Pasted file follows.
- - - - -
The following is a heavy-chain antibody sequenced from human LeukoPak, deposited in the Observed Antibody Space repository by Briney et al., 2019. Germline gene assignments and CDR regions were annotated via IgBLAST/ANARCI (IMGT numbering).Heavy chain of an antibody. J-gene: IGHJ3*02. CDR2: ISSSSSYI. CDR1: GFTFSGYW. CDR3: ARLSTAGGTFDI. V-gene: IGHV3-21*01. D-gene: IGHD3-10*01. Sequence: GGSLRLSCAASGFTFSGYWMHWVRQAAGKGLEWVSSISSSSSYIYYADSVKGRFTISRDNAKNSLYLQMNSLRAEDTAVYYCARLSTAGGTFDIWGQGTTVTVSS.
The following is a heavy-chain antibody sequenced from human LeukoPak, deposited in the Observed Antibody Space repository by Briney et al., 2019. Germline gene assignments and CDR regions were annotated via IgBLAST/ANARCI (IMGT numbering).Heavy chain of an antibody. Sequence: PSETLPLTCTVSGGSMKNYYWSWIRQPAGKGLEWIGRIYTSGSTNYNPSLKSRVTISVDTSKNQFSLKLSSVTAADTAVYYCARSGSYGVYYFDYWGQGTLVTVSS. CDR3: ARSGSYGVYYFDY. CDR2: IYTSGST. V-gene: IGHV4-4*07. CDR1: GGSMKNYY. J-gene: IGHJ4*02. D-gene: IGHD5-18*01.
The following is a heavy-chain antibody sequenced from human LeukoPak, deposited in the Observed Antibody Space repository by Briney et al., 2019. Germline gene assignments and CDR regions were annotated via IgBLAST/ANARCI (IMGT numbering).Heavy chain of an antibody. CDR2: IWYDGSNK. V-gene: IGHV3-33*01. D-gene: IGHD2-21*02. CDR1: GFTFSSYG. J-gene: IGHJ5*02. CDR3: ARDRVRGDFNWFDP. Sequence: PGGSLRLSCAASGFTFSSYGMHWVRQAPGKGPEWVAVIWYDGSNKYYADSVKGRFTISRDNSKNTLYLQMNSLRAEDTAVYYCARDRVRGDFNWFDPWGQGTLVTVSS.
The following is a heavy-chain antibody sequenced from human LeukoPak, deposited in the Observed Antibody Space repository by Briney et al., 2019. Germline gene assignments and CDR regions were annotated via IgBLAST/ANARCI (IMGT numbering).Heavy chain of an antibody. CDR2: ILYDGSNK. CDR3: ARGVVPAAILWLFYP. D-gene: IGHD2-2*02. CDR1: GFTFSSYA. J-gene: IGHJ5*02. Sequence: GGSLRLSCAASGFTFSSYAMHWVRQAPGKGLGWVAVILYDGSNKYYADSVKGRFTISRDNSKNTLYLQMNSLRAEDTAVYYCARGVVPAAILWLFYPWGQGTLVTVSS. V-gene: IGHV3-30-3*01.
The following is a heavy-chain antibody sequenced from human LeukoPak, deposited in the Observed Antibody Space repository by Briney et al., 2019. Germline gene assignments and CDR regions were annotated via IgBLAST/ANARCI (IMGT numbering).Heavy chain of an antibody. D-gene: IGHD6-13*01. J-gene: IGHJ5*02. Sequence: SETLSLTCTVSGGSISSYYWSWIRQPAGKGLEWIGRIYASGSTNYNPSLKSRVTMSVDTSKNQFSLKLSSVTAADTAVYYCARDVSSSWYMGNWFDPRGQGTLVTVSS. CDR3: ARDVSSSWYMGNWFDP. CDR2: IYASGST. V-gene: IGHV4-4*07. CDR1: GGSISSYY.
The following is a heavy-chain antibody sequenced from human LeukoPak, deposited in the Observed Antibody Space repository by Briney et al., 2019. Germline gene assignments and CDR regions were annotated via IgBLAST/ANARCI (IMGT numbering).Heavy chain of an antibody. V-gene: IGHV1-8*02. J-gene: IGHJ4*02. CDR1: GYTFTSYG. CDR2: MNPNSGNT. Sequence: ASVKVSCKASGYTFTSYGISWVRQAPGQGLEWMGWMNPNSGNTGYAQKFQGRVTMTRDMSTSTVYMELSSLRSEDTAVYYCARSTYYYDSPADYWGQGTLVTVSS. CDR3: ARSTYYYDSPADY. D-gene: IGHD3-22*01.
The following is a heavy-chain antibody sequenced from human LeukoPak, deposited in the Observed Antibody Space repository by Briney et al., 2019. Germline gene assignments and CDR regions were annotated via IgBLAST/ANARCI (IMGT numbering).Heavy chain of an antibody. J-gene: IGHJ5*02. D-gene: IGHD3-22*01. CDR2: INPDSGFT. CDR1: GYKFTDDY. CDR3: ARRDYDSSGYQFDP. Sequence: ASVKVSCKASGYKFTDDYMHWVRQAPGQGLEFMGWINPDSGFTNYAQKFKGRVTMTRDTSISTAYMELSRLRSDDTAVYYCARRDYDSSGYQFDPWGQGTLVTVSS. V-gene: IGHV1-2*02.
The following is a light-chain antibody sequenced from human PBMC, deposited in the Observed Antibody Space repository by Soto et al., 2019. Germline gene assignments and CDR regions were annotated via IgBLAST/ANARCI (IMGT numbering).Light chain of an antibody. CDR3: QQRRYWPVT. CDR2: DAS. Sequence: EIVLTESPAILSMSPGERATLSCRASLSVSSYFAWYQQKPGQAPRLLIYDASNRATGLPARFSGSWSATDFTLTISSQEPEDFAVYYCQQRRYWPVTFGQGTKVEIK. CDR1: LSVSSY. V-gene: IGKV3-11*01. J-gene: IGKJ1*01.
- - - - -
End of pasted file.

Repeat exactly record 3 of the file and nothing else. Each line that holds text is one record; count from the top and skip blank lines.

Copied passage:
The following is a heavy-chain antibody sequenced from human LeukoPak, deposited in the Observed Antibody Space repository by Briney et al., 2019. Germline gene assignments and CDR regions were annotated via IgBLAST/ANARCI (IMGT numbering).Heavy chain of an antibody. CDR2: IWYDGSNK. V-gene: IGHV3-33*01. D-gene: IGHD2-21*02. CDR1: GFTFSSYG. J-gene: IGHJ5*02. CDR3: ARDRVRGDFNWFDP. Sequence: PGGSLRLSCAASGFTFSSYGMHWVRQAPGKGPEWVAVIWYDGSNKYYADSVKGRFTISRDNSKNTLYLQMNSLRAEDTAVYYCARDRVRGDFNWFDPWGQGTLVTVSS.